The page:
July 2005 Sky from the Keeble Observatory
Two probes are currently of interest. One fizzled. The other may
provide us with some fireworks for the 4th of July!
Cosmos 1 was intended as an orbital test of a “solar sail.”
Launched from a Russian submarine on a converted ballistic missile,
the satellite was to deploy a set of reflective vanes which would
use the pressure of sunlight in place of thrusters to change its
orbit. The project was a joint undertaking by Russia and the United
States, with substantial private funding from the Planetary Society.
Unfortunately, the booster failed about 83 seconds after launch,
and the mission crashed into the Arctic Ocean.
Deep Impact is a comet probe, on track as this is written to fly
by the comet Tempel 1 on July 4th. Actually, only part of the probe
will fly by. The rest will crash into the comet’s surface
at 23,000 miles per hour. The goal is to find out what the interior
composition and structure of a comet are really like.
The best current model is to consider a comet nucleus to be a “dirty
snow ball,” mostly ices of water, ammonia, methane, etc. The
rest is thought to be an aggregate of dust and gravel. We don’t
know for sure what will actually happen, except that there is zero
chance the collision will send the comet careening into a collision
with Earth. The probe is roughly a half-ton, about a meter tall
and a meter in diameter. The nucleus of Tempel 1 is roughly shaped
like a 14 km long potato.
On the 3rd of July the impactor is scheduled to separate from the
main probe. On board computers will steer it into the path of the
comet nucleus while its on-board cameras return images of its target.
The main part of the probe will pass 500 km from the comet, while
its cameras and other instruments monitor the collision and its
aftermath. The chemical composition of the vaporized comet material,
the size and depth of the crater, and coordinated observations with
ground-based observatories and the Hubble Space Telescope will all
be used to analyze the nature of the target. If there is more rock
than ice, the crater may be much smaller than the football field
size some are predicting. If the comet lacks structural integrity,
the probe could blast all the way through without leaving a crater
Lunar phases for July: New Moon at 8:02 am, on the 6th; First Quarter
on the 14th, at 11:20 am; Full Moon on the 21st, at 7:00 am; and
Last Quarter on the 27th at 11:19 pm.
Earth is at aphelion – farthest distance from the Sun - on
the 5th, about 152 million kilometers (95 million miles). Even though
we are further from the Sun now than in mid-winter, the high position
above the celestial equator (and above the southern horizon) maximizes
the solar heating of the ground. Southern hemisphere folks are heading
At the beginning of the month, Saturn is still in the early evening
sky, setting about an hour after sunset. Mercury and Venus are above
Saturn, about 20 degrees off the western horizon, within a degree
of one another. Venus is very bright, and may be the first “star”
to emerge from twilight. Jupiter is about 45 degrees above the horizon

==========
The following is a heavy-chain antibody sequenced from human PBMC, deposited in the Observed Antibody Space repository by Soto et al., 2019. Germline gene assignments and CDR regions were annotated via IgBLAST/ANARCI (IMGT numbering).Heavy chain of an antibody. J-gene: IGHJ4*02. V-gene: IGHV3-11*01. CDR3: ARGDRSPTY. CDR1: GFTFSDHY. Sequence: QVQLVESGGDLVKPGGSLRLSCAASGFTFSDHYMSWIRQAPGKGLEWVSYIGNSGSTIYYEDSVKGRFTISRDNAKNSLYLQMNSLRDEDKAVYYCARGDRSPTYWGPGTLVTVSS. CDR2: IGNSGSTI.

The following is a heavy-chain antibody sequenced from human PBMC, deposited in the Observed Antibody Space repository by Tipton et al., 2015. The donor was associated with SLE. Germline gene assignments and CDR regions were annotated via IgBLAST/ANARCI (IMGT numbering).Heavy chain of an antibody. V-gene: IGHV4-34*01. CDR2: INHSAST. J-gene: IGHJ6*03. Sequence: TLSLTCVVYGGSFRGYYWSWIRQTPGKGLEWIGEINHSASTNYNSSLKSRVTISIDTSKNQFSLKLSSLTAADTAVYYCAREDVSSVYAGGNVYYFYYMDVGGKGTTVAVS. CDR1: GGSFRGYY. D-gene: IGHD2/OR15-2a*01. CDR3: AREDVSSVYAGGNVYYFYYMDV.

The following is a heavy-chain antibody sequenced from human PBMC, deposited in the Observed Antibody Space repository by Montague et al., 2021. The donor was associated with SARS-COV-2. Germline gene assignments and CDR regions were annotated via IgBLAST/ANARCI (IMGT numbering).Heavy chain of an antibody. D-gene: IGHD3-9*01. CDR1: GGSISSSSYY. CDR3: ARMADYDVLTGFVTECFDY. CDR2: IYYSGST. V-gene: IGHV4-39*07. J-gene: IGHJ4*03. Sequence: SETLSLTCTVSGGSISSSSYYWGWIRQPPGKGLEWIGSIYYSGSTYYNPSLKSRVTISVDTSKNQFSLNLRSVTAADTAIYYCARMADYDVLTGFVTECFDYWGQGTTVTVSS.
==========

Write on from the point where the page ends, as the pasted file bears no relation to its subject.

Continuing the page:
to the southwest. Mercury will disappear into the Sun’s glare
by the end of June, but Venus will remain in the early evening sky.
Jupiter will settle to about 30 degrees off the horizon by August.
Predawn planet watchers will find Mars which high above the southeast
horizon at sunrise. Saturn returns to the morning twilight at month’s
end, rising about ½ hour before sunrise.
At mid-month, an overhead view about 2 hours after sunset still
gives us a little more to cheer about than last month. Although
Hercules is not a constellation dominated by extremely bright stars,
use binoculars to find the spectacular globular cluster M 13 (13th
in the Messier catalog). You’ll have a better chance early
in the month, when there is less interference from the moon. This
sits at the edge of the faint luminous band of the Milky Way, which
stretches from the northeast to the southern horizon at this time,
curving gently toward the east.
From zenith to the southwest, you’ll find the bright star
Arcturus in the constellation Bootes, about half way to Jupiter.
To the south you can find the red star Antares, in Scorpio. Antares
means “rival of Mars” – a tribute to its red color,
though Mars is not visible in the evening sky this month. From Hercules
toward the eastern horizon you’ll find the bright blue star
Vega, in the constellation Lyra. With binoculars you may find the
faint Ring Nebula just south of Vega. Below Vega, the next bright
star you’ll notice is Deneb, marking the “tail”
of the swan in Cygnus. This constellation lies in the direction
towards which the Sun orbits in the plane of the Galaxy. It is also
the direction toward which the Voyager 1 probe is making its exit
of the solar system.
At the “head of the swan” we find the beautiful binary
Albireo. The imaginary line from Deneb to Albireo marks the approximate
plane of the Milky Way. If we follow that line to the south we’ll
note Altair, the brightest star in Aquila, and then the familiar
“tea pot” shape of Sagittarius, which marks the direction
toward the center of our Galaxy.
For your own monthly star chart, you can direct your web browser
You will find extensive descriptions of what's worth looking for,
and you can download and print a single copy for your personal use.